HS: It’s not always the artist’s job to entertain. Maybe an art form wants to engage, and that is something missing from a lot of work. And engage a larger audience. But the audience also has work to do. I know so many people are skeptical about contemporary art in general and they want to believe it is bullshit. So no matter how much you do as an artist, you can’t get someone who’s doubting your intentions and what you are doing to come and take you seriously. They are coming with prejudice.
There are two reasons why the audience has grown: the performances have increased and the audience has been doing a lot of work. They come, they’re curious, they stay for the Q&As and ask questions. But we shouldn’t assume the audience is stupid and needs to be coddled. How long do we coddle for? When do we decide that the audience is ready to see something a little less direct? I think one has to think about the audience, but not in terms of, “Will they get this work or not?” It has been proven over and over, if you offer something of quality and it is complex, there is a response.
RS: There needs to be a mixture of both. It’s not like everyone will do this or that. You want the audience to grow, but you want to give the existing audience new things, challenge them and keep the conversation going. Both happen simultaneously according to the vision of the director and the type of work they want to produce. Different shows have different audiences. It’s not like “the audience” is this static group of people moving together in a herd.
HS: You’re right. All of it is necessary. And it’s really important when we talk about 2B Continued to talk about the underlying circumstances of producing performance art right now. There’s very little funding and only two non-governmental spaces you can really perform in: Falaki and Rawabet. Rawabet isn’t ideal because it’s not very well prepared — there’s no space for a set or large number of performers. But it’s cheap to rent, they support you and it’s a very good place to have with its limitations. Falaki is well-equipped but less accessible.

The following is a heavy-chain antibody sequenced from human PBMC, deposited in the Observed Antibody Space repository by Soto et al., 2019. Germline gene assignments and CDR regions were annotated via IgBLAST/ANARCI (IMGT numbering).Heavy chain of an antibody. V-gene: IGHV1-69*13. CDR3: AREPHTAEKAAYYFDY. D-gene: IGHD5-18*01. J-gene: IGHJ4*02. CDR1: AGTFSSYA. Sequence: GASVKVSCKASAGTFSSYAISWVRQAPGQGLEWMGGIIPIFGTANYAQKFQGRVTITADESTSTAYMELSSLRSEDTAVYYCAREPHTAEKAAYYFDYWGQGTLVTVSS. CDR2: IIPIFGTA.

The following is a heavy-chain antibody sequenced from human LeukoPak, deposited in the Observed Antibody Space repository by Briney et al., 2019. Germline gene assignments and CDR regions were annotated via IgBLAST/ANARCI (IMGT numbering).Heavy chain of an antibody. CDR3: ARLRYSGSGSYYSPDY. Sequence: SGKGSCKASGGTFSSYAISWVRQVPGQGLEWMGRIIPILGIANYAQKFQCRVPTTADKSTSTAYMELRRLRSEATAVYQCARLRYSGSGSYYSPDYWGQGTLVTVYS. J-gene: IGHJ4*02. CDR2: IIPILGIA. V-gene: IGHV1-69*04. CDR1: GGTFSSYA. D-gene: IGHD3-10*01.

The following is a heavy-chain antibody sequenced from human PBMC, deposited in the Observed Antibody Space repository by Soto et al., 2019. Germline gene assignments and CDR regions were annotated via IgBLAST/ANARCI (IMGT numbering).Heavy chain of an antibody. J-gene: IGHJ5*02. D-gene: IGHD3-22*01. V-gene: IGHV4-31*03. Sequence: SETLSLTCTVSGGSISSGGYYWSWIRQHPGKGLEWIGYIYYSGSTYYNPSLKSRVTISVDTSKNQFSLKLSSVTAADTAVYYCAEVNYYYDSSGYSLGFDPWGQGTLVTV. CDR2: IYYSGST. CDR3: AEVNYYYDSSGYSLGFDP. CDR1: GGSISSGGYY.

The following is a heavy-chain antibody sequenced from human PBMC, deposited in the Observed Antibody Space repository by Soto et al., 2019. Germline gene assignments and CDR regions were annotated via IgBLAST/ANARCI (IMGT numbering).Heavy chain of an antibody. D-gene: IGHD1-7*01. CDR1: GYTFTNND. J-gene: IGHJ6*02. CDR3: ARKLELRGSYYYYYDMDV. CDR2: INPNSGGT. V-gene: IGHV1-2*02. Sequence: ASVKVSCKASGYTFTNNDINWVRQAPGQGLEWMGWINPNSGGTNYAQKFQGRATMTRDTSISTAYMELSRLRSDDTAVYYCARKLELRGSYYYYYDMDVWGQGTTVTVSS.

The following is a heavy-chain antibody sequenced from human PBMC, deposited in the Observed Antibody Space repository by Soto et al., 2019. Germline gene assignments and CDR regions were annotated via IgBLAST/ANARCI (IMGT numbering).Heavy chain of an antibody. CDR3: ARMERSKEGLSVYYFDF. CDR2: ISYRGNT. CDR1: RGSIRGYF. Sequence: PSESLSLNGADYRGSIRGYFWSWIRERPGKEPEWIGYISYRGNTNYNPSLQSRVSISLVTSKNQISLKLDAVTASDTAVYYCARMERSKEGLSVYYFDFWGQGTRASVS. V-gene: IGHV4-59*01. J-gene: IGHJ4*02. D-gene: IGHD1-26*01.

It’s hard to build audiences if I’m performing in apartments or public spaces. It won’t get as many people as 2B Continued, which hosted a full house each of its three nights. And Contemporary Dance Night is now discontinued. There are few opportunities to show work, get feedback, fail, succeed, try again, build experience. So it’s hard to sit here and be disappointed or heavily criticize them because we know they don’t have the chance to work on their stuff. Most performers only get to work on one show a year maximum, show it two or three times, and that’s it. We have to contextualise people’s work when we criticize it.
The Cairo Contemporary Dance Center (which I have been working with) is always struggling with funding, even though it’s the only center in the region for training contemporary dancers full-time. There is also very little critical engagement with the work being done, whether talks, writing or educational programs, so a lot of these artists do work and feel like they are throwing it into a black hole. It’s frustrating.
RS: I imagine also that 2B Continued choose according to the set criteria and from the proposals they get, and those with more experience are likely to have more solid proposals. Under 35 can include people who have an extensive careers already. But it also probably tries to choose people it trusts to deliver quality performances. The lack of opportunity almost forces a festival like 2B Continued, which is meant to be for emerging artists, to choose the usual suspects.
HS: People can’t afford to take risks. You have to deliver to please funders. And growth has a ceiling here. After a certain point, an artist has to go abroad and get support for themselves.